She Must Be Seeing Things

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She Must Be Seeing Things
She Must Be Seeing Things.jpeg
Directed bySheila McLaughlin
Produced byChristine Le Goff
Screenplay bySheila McLaughlin
StarringLois Weaver
Sheila Dabney
Music byJohn Zorn
CinematographyMark Daniels and Heinz Emigholz
Running time
95 minutes
CountryUnited States

She Must Be Seeing Things is a 1987 lesbian feminist film directed by Sheila McLaughlin and starring Lois Weaver and Sheila Dabney. It was the film debut of both Lois Weaver and Peggy Shaw.[1] It was controversial when first released.


Catalina de Erauso. Portrait attributed to Juan van der Hamen.

The film focuses on the relationship between filmmaker Jo (Lois Weaver) and her girlfriend, lawyer Agatha (Sheila Dabney). While tidying the books and papers in Jo's flat, Agatha finds suggestive photos of Jo and her former (male) lovers. She also finds a diary, with more photos and pages about men that Jo has known in the past. Agatha becomes suspicious that Jo is seeing a man as well as her, and even appears to follow her.

The film is ambiguous about whether Agatha is imagining events, or whether there really are things going on that she must be seeing. Despite the strains of an arduous filming schedule for Jo's low-budget film, they are happily reconciled by the end, although the issue of whether Agatha was imagining things is apparently left unresolved. Jo's film-within-a-film involves the life of Catalina de Erauso (c. 1592–1650), a semi-legendary personality from 17th century Spain. Catalina was given a special dispensation by Pope Urban VII to live, work and dress as a man.[2]

The Catalina story to some extent mirrors the butch-femme aspect of Jo and Agatha's relationship.


Critical reception[edit]

The film has elicited a wide range or responses, from delight to revulsion and outrage.[3]

Janet Maslin, writing in The New York Times, notes that "sexual jealousy is the main force at work ... but you'd never know it from the film's amiable, even dispassionate mood", and called it "a modest, agreeable and doubtless very personal film".[4]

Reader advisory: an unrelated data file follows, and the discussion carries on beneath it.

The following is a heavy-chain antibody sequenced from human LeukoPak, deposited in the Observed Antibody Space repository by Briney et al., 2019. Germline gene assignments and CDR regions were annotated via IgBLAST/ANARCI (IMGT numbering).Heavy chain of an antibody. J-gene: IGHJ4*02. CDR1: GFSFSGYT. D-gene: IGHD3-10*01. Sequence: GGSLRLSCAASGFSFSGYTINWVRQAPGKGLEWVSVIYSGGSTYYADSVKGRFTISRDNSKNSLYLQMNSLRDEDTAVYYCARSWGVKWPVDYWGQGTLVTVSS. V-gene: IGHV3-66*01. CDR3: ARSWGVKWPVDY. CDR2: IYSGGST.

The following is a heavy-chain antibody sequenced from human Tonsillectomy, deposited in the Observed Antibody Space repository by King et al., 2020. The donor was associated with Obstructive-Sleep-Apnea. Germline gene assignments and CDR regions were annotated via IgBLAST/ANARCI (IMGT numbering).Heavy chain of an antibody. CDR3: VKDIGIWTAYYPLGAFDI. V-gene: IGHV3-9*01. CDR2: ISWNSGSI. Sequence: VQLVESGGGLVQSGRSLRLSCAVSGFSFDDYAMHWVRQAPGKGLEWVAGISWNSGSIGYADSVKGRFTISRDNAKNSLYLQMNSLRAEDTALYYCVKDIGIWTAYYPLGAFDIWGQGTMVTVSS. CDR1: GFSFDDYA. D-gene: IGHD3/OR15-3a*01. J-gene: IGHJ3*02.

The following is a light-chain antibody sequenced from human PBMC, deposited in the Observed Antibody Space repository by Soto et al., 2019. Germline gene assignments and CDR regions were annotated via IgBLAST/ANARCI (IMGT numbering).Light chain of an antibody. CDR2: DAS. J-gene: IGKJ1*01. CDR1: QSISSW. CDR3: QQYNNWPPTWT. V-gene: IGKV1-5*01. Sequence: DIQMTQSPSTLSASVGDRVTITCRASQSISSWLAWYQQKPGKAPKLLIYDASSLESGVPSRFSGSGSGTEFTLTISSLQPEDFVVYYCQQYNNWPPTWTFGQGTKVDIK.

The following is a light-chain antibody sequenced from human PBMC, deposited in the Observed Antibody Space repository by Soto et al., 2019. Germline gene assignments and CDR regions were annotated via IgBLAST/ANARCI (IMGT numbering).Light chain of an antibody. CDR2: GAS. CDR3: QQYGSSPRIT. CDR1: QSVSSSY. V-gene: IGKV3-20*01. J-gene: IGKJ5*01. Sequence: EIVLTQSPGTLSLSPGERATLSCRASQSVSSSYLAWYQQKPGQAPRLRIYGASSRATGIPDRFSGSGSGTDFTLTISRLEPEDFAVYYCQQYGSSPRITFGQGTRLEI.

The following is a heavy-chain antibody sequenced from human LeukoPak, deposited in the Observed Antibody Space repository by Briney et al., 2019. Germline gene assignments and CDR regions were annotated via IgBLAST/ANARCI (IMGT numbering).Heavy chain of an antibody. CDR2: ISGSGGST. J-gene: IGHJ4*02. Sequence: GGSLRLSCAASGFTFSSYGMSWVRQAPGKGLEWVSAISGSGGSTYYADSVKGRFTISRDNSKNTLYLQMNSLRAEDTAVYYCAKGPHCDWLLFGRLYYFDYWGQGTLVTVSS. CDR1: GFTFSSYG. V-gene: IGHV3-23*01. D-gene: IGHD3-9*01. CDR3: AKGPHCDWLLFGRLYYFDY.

Teresa de Lauretis considers the film to be about "lesbian sexuality and its relations to fantasy".[5] De Lauretis also notes the ambiguity inherent in the title: is she imagining things, or is it that she must be seeing things – are there things that she ought to be seeing?[6]

Alison Darren's Lesbian Film Guide notes that it was a "deeply controversial film on release ... upset a wide section of the lesbian community by being a lesbian film largely concerned with heterosexuality ... dismissed outright by some as pornography".[7]

See also[edit]

List of LGBT-related films directed by women


  1. ^ Case, Sue-Ellen, ed. (1996). Split Britches: Lesbian Practice/Feminist Performance. Abingdon: Routledge. p. 6. ISBN 978-1-136-16559-7.
  2. ^ Robert Aldrich; Garry Wotherspoon. (Eds.) (2002). Who's who in Gay and Lesbian History: From Antiquity to World War II (2nd ed.). London: Taylor & Francis/Routledge. p. 178. ISBN 978-0-415-15983-8.CS1 maint: extra text: authors list (link)
  3. ^ Foster, Gwendolyn Audrey (1995). Women Film Directors: An International Bio-critical Dictionary. Westport: Greenwood Press. p. 251. ISBN 978-0-313-28972-9.
  4. ^ Maslin, Janet (13 April 1988). "Review/Film; Sexual Stereotypes and Role-Playing". The New York Times. Retrieved 25 July 2014.
  5. ^ De Lauretis, Teresa (1994). The Practice of Love: Lesbian Sexuality and Perverse Desire. Bloomington: Indiana University Press. p. 85. ISBN 0-253-31681-2.
  6. ^ Hart, Lynda (1994). Fatal Women: Lesbian Sexuality and the Mark of Aggression. London: Routledge. p. 106. ISBN 978-1-134-85537-7.
  7. ^ Darren, Alison (2000). Lesbian Film Guide. London: Cassell. p. 191. ISBN 978-1-4411-8364-4.

External links[edit]